Manitoba children's advocate can now release reports on deaths of children in care under expanded powers
New legislation came into effect Thursday, expands role of children's advocate Daphne Penrose
New legislation that came into effect Thursday will give Manitoba's children's advocate new powers, including the option to release internal reports on deaths of children in care.
The changes expand the role of Daphne Penrose beyond child welfare and allow her to examine youth services in areas such as education, health and justice, and to release findings from her office's investigations to the public.
"We are an independent body and we are the body that will start looking at government services," said Penrose at a press conference Thursday.
"We have to speak truth. Children in our province deserve truth and that's what we're going to talk about."
The additional powers were recommended in 2013 by the inquiry into the death of Phoenix Sinclair, a five-year-old girl who was beaten to death by her mother and mother's boyfriend after social workers closed her file.
The advocate's office is currently conducting a review into the death of Tina Fontaine, whose body was found in a Winnipeg river in 2014 after she had run away from a hotel where social workers had placed her.
Penrose said she hopes to release the report in June.
"We have been given the all-clear to start the investigation — we received that this morning and we will be moving forward," she said.
"But … it's not as important to have a completion date, but that we cover all the material that we need to cover in order to provide a thorough report on the services that were or were not provided to Tina."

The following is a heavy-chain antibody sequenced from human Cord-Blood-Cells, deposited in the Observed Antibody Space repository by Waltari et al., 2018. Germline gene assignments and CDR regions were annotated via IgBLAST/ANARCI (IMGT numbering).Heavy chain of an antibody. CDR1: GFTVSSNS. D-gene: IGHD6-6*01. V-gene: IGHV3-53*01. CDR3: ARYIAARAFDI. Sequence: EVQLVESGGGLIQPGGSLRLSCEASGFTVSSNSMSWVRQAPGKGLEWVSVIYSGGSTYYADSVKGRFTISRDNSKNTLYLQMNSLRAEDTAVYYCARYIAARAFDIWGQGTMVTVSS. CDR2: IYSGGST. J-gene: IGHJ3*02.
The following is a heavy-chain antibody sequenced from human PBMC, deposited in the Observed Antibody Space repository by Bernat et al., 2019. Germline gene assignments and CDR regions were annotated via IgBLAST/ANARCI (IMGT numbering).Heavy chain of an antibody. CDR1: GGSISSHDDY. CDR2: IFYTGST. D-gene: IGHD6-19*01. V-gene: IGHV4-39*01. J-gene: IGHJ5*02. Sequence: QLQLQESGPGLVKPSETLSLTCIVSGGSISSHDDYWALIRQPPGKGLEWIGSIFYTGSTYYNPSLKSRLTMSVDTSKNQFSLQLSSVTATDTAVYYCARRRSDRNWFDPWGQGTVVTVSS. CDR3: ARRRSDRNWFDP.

The new rules, however, do not allow her to release information from investigations that have previously been completed, she said.
Penrose also announced a new name for her office — Manitoba Advocate for Children and Youth — and an updated mascot and logo.
The new powers are the first phase of a three-phase plan in the legislation to expand the advocate's powers, according to the provincial government.
Phase 1 includes expanded advocacy, young adult death reviews, special reporting to the public, research and public information, and tracking of compliance with recommendations.
Phase 2 will see expanded reviews of the deaths of children and youth in the areas of mental health, addictions and youth justice, while Phase 3 will include the reporting of serious injuries to the advocate.
Penrose said she's confident her office has sufficient resources for the first phase, but added she anticipates asking for additional resources as the office's mandate expands.
With files from Sean Kavanagh and The Canadian Press